Well-Paying Adventure Career Options
Although it depends on your personal definition of adventure, some well-paying adventure careers may involve travel, mystery, unpredictability, a certain level of danger and/or heavy responsibilities. Explore a handful of adventure careers, below, that earned an annual median salary greater than $50,000 in 2016, per the U.S. Bureau of Labor Statistics.
|Job Title||Median Salary (2016)*||Job Growth (2016-2026)*|
|Writers and Authors||$61,240||8%|
|Anthropologists and Archeologists||$63,190||3%|
|Zoologists and Wildlife Biologists||$60,520||8%|
|Airline and Commercial Pilots||$105,720||4%|
|Police and Detectives||$61,600||7%|
|Explosives Workers, Ordnance Handling Experts and Blasters||$52,170||7%|
Source: *U.S. Bureau of Labor Statistics (BLS)
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Information for Adventure Careers that Pay Well
Writers and Authors
Writers and authors made a median salary of $61,240 in 2016 (per the BLS) and may go on various adventures and travel in order to conduct research for their writing. These professionals may write books, blogs, articles and other content about their different travels, experiences or any number of subjects. Most writers and authors work with an editor to prepare their works for publication and may need to submit multiple drafts of their pieces. Writers and authors usually need a college degree, and experience in the field is helpful.
Anthropologists and Archeologists
The BLS reported that anthropologists and archeologists made an annual median salary of $63,190 in 2016, and these professionals encounter adventure as they study different civilizations throughout the world. These scientists investigate the development and behavior of humans by examining archeological remains and observing different cultures. They analyze their data and field samples, present their results in reports and advise policymakers concerning the cultural impact of various projects. Anthropologists and archaeologists need field experience and a master's or doctorate degree in their respective field.
Zoologists and Wildlife Biologists
Zoologists and wildlife biologists encounter adventure interacting with and studying different animals in a variety of habitats all over the world and made a median salary of $60,520 in 2016, according to the BLS. They design experiments and research projects to learn more about a particular species' physical characteristics, population dynamics, reproduction patterns and other information that could aid in the conservation efforts of the species. They may also investigate how humans have impacted a species and/or its environment and present their findings in scientific articles and presentations. Zoologists and wildlife biologists usually need a master's or doctorate degree for advanced research positions, but some entry-level positions are available for those with a bachelor's degree.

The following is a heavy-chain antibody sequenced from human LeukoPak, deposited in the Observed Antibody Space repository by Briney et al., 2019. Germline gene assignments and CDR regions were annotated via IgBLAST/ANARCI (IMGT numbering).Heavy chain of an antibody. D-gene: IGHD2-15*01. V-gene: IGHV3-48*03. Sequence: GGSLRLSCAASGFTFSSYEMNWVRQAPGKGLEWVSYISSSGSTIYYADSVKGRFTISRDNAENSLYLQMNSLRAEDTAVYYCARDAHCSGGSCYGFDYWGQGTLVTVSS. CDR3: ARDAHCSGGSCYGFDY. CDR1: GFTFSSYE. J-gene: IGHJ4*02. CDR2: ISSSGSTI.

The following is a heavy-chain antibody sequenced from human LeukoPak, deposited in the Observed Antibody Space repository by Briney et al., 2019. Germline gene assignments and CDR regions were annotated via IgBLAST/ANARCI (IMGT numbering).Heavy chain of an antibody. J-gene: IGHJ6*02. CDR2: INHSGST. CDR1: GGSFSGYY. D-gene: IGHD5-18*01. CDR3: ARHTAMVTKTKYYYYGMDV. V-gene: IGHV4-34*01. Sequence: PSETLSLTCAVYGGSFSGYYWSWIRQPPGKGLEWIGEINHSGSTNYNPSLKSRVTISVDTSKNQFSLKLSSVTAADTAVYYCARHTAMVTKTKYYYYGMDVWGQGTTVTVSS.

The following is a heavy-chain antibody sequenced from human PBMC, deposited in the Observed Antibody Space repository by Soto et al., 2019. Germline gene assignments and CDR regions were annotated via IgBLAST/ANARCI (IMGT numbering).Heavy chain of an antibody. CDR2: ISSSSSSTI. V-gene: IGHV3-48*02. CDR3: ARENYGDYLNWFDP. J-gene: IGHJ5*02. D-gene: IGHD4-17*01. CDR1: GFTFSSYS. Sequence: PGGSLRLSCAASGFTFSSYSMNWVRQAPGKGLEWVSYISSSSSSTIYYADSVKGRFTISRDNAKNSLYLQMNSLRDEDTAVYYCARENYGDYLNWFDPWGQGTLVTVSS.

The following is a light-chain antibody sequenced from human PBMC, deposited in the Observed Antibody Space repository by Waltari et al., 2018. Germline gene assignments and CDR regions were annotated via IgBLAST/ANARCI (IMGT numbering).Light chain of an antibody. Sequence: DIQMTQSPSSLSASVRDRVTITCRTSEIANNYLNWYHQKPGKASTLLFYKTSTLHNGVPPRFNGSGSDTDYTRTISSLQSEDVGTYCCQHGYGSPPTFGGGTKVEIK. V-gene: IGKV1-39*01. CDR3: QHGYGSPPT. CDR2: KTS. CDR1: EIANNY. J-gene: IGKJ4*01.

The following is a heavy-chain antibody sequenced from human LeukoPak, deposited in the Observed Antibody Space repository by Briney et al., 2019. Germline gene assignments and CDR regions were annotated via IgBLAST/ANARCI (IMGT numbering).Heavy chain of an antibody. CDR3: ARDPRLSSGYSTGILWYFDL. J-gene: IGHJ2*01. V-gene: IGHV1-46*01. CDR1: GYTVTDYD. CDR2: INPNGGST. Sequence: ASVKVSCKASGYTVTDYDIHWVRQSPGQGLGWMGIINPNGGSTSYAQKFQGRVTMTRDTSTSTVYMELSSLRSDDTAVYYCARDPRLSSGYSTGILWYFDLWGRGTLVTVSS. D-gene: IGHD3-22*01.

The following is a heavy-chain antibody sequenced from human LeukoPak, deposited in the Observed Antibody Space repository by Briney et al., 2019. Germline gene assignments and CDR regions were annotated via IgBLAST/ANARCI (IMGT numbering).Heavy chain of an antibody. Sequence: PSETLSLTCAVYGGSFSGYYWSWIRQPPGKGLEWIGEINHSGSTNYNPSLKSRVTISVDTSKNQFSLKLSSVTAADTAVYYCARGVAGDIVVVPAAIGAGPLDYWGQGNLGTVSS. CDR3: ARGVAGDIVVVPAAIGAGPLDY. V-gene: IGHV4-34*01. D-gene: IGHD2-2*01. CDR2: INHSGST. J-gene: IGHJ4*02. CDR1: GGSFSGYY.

Airline and Commercial Pilots
Airline and commercial pilots made a median salary of $105,720 in 2016 (per the BLS) and live adventurously as they fly people to various locations around the globe. All pilots have a great responsibility to get passengers to their destination safely, and therefore, carefully monitor the condition of the plane, observe the weather and other factors that may affect travel while staying in contact with air traffic control. Airline pilots typically operate on a fixed schedule, while commercial pilots may charter flights or give aerial tours. Commercial pilots need a high school diploma and a commercial pilot license from the Federal Aviation Administration (FAA), while airline pilots need a bachelor's degree, a license from the FAA and a FAA-issued Airline Transport Pilot (ATP) certificate.
Police and Detectives
Police and detectives may lead an adventurous career as they encounter criminals and work to solve crimes while making a median salary of $61,600 in 2016, according to the BLS. These professionals protect the public and property by enforcing laws, responding to emergency calls and patrolling areas. They also collect evidence, arrest suspects and testify in court as needed. Police and detectives may have a high school diploma or college degree and need to meet a variety of standards, including being a U.S. citizen and 21 years of age, as well as undergoing on-the-job supervised experience after completing training at the agency's academy.
Explosives Workers, Ordnance Handling Experts and Blasters
Explosives workers, ordnance handling experts and blasters made a median salary of $52,170 in 2016, per the BLS, and have adventurous careers working with explosives on a consistent basis. Like pilots, they have a heavy responsibility to keep people safe while performing their job placing and detonating various explosives. They blast areas to remove rock and earth and must carefully follow specific rules and regulations when storing and detonating explosive materials. These professionals only need a high school diploma, but have to undergo extensive on-the-job training.